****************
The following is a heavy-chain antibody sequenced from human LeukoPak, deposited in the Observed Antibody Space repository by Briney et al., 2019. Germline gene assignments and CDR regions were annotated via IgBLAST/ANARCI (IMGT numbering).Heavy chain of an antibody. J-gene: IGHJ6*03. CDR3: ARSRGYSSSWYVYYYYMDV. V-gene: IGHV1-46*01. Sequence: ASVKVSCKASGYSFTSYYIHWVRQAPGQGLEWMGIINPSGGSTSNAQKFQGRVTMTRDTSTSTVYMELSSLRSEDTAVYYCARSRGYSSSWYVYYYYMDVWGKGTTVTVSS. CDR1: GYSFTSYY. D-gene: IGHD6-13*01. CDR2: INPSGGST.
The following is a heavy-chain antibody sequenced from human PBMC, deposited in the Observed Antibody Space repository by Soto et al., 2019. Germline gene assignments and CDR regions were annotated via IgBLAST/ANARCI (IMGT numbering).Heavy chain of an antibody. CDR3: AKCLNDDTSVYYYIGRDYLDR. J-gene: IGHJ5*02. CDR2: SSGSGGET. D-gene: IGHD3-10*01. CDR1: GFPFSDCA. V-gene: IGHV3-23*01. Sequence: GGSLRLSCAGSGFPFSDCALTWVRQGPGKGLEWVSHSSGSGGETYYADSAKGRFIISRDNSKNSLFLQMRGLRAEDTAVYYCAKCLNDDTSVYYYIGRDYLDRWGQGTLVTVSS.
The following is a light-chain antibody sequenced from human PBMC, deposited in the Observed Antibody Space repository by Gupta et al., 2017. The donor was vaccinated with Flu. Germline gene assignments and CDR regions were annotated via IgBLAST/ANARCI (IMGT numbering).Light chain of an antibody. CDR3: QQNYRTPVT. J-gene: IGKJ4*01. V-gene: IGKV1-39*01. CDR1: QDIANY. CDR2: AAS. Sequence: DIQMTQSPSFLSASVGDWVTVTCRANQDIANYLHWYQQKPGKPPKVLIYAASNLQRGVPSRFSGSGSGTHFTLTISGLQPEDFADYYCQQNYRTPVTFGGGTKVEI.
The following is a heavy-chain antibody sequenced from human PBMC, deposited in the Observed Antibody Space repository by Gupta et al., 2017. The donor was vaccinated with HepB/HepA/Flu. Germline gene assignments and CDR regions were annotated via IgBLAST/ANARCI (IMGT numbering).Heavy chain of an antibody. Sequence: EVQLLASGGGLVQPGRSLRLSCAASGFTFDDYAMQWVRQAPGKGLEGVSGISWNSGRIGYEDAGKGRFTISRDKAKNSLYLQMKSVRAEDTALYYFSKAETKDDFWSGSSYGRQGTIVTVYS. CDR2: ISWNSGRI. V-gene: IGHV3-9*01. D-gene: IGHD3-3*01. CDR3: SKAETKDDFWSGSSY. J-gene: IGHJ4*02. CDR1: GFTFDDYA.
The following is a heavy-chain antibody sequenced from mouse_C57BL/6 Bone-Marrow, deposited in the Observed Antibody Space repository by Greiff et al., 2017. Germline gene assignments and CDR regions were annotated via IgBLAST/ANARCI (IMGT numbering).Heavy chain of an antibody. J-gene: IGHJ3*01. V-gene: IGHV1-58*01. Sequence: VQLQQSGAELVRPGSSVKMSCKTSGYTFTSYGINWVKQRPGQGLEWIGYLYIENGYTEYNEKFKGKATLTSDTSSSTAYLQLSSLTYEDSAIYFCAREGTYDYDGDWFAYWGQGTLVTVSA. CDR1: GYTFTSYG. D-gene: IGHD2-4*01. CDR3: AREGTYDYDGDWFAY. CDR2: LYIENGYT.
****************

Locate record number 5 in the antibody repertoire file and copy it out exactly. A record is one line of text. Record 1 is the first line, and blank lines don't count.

The following is a heavy-chain antibody sequenced from mouse_C57BL/6 Bone-Marrow, deposited in the Observed Antibody Space repository by Greiff et al., 2017. Germline gene assignments and CDR regions were annotated via IgBLAST/ANARCI (IMGT numbering).Heavy chain of an antibody. J-gene: IGHJ3*01. V-gene: IGHV1-58*01. Sequence: VQLQQSGAELVRPGSSVKMSCKTSGYTFTSYGINWVKQRPGQGLEWIGYLYIENGYTEYNEKFKGKATLTSDTSSSTAYLQLSSLTYEDSAIYFCAREGTYDYDGDWFAYWGQGTLVTVSA. CDR1: GYTFTSYG. D-gene: IGHD2-4*01. CDR3: AREGTYDYDGDWFAY. CDR2: LYIENGYT.